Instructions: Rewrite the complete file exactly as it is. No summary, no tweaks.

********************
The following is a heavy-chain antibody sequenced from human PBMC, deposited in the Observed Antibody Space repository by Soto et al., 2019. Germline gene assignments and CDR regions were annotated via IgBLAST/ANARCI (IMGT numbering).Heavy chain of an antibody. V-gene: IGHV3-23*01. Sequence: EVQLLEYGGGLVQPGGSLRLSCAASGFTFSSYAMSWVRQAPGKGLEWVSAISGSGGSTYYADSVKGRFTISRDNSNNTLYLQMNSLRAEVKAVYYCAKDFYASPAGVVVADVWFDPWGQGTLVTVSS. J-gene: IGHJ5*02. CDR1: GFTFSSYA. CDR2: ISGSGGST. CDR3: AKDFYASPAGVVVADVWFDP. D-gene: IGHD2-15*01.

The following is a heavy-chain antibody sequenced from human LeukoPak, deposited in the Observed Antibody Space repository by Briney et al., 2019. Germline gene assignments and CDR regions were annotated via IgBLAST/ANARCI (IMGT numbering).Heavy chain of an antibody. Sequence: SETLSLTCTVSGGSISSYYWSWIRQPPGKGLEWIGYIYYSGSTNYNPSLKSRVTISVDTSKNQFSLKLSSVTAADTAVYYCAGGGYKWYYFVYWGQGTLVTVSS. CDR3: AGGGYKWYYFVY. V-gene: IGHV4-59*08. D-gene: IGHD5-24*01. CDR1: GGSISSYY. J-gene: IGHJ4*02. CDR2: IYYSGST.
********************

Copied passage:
The following is a heavy-chain antibody sequenced from human PBMC, deposited in the Observed Antibody Space repository by Soto et al., 2019. Germline gene assignments and CDR regions were annotated via IgBLAST/ANARCI (IMGT numbering).Heavy chain of an antibody. V-gene: IGHV3-23*01. Sequence: EVQLLEYGGGLVQPGGSLRLSCAASGFTFSSYAMSWVRQAPGKGLEWVSAISGSGGSTYYADSVKGRFTISRDNSNNTLYLQMNSLRAEVKAVYYCAKDFYASPAGVVVADVWFDPWGQGTLVTVSS. J-gene: IGHJ5*02. CDR1: GFTFSSYA. CDR2: ISGSGGST. CDR3: AKDFYASPAGVVVADVWFDP. D-gene: IGHD2-15*01.

The following is a heavy-chain antibody sequenced from human LeukoPak, deposited in the Observed Antibody Space repository by Briney et al., 2019. Germline gene assignments and CDR regions were annotated via IgBLAST/ANARCI (IMGT numbering).Heavy chain of an antibody. Sequence: SETLSLTCTVSGGSISSYYWSWIRQPPGKGLEWIGYIYYSGSTNYNPSLKSRVTISVDTSKNQFSLKLSSVTAADTAVYYCAGGGYKWYYFVYWGQGTLVTVSS. CDR3: AGGGYKWYYFVY. V-gene: IGHV4-59*08. D-gene: IGHD5-24*01. CDR1: GGSISSYY. J-gene: IGHJ4*02. CDR2: IYYSGST.